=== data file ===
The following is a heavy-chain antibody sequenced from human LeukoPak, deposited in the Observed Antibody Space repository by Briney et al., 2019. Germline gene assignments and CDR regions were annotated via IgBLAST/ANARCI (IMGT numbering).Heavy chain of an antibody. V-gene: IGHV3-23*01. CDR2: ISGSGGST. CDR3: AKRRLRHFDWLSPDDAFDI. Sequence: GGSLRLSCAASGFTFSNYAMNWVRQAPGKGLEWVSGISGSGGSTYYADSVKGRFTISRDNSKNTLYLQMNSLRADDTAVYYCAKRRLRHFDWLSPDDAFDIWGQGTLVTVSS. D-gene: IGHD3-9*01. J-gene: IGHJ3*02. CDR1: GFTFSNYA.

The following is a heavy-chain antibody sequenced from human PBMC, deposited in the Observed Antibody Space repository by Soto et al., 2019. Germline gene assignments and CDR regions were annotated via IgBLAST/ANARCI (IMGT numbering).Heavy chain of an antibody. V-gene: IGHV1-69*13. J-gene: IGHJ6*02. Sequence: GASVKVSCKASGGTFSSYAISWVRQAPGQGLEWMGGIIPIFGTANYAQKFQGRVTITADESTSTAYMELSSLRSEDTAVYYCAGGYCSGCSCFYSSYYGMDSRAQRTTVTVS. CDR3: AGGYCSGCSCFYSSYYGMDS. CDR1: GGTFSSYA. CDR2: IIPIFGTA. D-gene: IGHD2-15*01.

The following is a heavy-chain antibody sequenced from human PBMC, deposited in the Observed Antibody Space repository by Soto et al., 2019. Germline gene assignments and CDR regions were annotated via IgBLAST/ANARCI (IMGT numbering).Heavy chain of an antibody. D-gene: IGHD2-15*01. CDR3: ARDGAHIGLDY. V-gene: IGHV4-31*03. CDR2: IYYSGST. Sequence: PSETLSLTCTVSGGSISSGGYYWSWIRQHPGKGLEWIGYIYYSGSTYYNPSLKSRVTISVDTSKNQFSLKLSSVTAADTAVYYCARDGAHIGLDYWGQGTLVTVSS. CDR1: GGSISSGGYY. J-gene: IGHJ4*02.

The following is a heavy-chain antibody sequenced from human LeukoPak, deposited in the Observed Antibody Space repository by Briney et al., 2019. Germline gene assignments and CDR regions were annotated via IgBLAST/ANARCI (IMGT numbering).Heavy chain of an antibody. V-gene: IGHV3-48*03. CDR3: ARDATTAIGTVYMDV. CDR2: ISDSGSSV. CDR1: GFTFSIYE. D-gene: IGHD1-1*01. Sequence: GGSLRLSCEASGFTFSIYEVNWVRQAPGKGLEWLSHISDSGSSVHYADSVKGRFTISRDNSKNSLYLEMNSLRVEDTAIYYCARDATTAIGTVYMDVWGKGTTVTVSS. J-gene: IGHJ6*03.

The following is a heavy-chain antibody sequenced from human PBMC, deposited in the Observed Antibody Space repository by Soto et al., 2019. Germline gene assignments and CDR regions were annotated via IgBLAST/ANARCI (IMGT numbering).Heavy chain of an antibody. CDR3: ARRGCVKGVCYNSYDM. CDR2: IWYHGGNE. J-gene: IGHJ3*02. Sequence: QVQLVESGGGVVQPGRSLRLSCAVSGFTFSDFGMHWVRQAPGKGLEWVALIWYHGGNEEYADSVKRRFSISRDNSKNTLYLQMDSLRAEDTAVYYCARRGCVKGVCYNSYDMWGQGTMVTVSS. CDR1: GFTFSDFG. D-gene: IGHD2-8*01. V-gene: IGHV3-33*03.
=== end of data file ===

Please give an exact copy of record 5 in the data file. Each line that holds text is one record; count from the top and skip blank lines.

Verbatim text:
The following is a heavy-chain antibody sequenced from human PBMC, deposited in the Observed Antibody Space repository by Soto et al., 2019. Germline gene assignments and CDR regions were annotated via IgBLAST/ANARCI (IMGT numbering).Heavy chain of an antibody. CDR3: ARRGCVKGVCYNSYDM. CDR2: IWYHGGNE. J-gene: IGHJ3*02. Sequence: QVQLVESGGGVVQPGRSLRLSCAVSGFTFSDFGMHWVRQAPGKGLEWVALIWYHGGNEEYADSVKRRFSISRDNSKNTLYLQMDSLRAEDTAVYYCARRGCVKGVCYNSYDMWGQGTMVTVSS. CDR1: GFTFSDFG. D-gene: IGHD2-8*01. V-gene: IGHV3-33*03.